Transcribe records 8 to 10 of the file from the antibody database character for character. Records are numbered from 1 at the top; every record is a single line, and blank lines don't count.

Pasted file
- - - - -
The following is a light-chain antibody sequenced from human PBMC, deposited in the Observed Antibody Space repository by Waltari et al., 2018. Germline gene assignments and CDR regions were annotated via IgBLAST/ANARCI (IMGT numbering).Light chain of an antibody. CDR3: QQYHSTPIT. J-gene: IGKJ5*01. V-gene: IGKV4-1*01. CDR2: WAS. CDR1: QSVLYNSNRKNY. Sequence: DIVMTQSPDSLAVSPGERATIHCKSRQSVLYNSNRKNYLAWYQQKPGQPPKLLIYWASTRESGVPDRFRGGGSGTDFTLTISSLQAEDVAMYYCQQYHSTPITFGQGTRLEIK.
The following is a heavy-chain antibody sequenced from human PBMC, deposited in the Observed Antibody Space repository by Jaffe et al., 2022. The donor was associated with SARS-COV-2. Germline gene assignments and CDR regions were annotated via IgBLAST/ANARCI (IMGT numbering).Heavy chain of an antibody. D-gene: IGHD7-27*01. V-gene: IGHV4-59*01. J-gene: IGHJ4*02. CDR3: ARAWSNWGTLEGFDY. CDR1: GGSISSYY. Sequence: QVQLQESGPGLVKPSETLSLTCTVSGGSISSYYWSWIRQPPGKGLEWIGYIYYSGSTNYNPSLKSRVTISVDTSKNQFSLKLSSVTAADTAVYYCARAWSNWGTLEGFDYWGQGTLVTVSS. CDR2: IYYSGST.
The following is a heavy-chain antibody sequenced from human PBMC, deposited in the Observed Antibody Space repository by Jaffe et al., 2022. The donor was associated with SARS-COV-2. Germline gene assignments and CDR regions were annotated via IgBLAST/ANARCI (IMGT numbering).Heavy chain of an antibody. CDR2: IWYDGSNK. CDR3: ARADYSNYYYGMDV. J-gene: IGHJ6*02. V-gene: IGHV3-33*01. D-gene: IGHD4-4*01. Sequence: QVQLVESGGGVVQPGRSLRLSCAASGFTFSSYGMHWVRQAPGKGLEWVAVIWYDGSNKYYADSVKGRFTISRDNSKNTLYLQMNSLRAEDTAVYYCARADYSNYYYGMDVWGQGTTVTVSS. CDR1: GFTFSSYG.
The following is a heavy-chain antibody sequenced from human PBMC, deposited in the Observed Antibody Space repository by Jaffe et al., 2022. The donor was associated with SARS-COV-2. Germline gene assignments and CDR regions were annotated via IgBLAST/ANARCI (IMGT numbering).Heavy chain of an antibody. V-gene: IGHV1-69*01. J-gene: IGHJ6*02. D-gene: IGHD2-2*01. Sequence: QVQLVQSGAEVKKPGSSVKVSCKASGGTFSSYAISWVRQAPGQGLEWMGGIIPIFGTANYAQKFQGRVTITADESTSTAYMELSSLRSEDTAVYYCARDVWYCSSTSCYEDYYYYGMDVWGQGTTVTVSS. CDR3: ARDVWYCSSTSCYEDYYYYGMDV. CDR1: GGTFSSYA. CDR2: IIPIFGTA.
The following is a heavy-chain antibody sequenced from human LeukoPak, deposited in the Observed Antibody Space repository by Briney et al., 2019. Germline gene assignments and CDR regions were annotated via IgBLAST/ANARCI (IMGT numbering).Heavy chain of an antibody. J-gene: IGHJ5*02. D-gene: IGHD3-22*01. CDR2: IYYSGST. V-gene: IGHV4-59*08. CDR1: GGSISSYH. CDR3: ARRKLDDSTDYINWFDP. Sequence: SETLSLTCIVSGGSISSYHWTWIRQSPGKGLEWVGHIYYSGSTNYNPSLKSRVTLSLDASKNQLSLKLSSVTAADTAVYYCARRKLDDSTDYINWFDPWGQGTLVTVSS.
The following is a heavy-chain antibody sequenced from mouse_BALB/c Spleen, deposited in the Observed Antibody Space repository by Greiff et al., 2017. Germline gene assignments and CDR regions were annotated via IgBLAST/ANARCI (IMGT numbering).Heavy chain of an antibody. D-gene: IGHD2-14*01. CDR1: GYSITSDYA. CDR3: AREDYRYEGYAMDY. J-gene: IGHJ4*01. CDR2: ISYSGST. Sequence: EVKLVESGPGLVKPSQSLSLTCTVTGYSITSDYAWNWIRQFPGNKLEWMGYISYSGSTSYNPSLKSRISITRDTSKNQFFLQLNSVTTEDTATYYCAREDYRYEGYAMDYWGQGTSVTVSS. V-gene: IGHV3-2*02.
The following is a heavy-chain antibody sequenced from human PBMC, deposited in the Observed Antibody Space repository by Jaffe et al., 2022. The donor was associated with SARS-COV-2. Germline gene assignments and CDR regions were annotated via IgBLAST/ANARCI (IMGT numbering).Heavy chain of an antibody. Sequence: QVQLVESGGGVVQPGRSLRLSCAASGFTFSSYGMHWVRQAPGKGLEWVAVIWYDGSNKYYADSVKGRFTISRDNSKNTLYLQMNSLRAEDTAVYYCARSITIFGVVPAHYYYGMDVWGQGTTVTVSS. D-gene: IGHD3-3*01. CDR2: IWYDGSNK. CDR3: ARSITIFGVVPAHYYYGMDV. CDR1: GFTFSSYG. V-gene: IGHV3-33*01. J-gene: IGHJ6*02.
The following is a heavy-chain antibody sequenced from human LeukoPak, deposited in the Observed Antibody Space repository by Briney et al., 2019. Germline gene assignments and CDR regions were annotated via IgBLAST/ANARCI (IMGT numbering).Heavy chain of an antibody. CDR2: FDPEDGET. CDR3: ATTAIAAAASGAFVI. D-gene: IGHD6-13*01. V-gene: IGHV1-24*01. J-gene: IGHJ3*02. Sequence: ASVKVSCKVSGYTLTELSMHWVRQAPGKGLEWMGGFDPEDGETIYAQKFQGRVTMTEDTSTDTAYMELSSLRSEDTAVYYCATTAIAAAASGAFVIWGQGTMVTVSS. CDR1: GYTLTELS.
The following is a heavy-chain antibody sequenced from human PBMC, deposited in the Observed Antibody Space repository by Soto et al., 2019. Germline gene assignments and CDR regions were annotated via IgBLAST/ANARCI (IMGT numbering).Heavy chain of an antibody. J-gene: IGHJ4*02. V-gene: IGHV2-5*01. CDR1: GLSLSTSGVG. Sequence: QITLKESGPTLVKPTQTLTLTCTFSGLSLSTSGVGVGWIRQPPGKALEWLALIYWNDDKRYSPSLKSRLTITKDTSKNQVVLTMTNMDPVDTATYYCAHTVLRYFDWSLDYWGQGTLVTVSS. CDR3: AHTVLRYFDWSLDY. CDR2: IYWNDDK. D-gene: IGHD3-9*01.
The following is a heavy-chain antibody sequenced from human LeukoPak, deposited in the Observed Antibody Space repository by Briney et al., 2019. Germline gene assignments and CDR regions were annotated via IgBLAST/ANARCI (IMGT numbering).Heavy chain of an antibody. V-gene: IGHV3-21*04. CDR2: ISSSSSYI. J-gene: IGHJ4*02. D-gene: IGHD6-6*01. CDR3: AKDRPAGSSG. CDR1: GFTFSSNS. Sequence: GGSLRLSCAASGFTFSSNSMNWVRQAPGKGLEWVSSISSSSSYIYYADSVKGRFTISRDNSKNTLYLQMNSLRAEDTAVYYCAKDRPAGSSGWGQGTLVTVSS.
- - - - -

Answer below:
The following is a heavy-chain antibody sequenced from human LeukoPak, deposited in the Observed Antibody Space repository by Briney et al., 2019. Germline gene assignments and CDR regions were annotated via IgBLAST/ANARCI (IMGT numbering).Heavy chain of an antibody. CDR2: FDPEDGET. CDR3: ATTAIAAAASGAFVI. D-gene: IGHD6-13*01. V-gene: IGHV1-24*01. J-gene: IGHJ3*02. Sequence: ASVKVSCKVSGYTLTELSMHWVRQAPGKGLEWMGGFDPEDGETIYAQKFQGRVTMTEDTSTDTAYMELSSLRSEDTAVYYCATTAIAAAASGAFVIWGQGTMVTVSS. CDR1: GYTLTELS.
The following is a heavy-chain antibody sequenced from human PBMC, deposited in the Observed Antibody Space repository by Soto et al., 2019. Germline gene assignments and CDR regions were annotated via IgBLAST/ANARCI (IMGT numbering).Heavy chain of an antibody. J-gene: IGHJ4*02. V-gene: IGHV2-5*01. CDR1: GLSLSTSGVG. Sequence: QITLKESGPTLVKPTQTLTLTCTFSGLSLSTSGVGVGWIRQPPGKALEWLALIYWNDDKRYSPSLKSRLTITKDTSKNQVVLTMTNMDPVDTATYYCAHTVLRYFDWSLDYWGQGTLVTVSS. CDR3: AHTVLRYFDWSLDY. CDR2: IYWNDDK. D-gene: IGHD3-9*01.
The following is a heavy-chain antibody sequenced from human LeukoPak, deposited in the Observed Antibody Space repository by Briney et al., 2019. Germline gene assignments and CDR regions were annotated via IgBLAST/ANARCI (IMGT numbering).Heavy chain of an antibody. V-gene: IGHV3-21*04. CDR2: ISSSSSYI. J-gene: IGHJ4*02. D-gene: IGHD6-6*01. CDR3: AKDRPAGSSG. CDR1: GFTFSSNS. Sequence: GGSLRLSCAASGFTFSSNSMNWVRQAPGKGLEWVSSISSSSSYIYYADSVKGRFTISRDNSKNTLYLQMNSLRAEDTAVYYCAKDRPAGSSGWGQGTLVTVSS.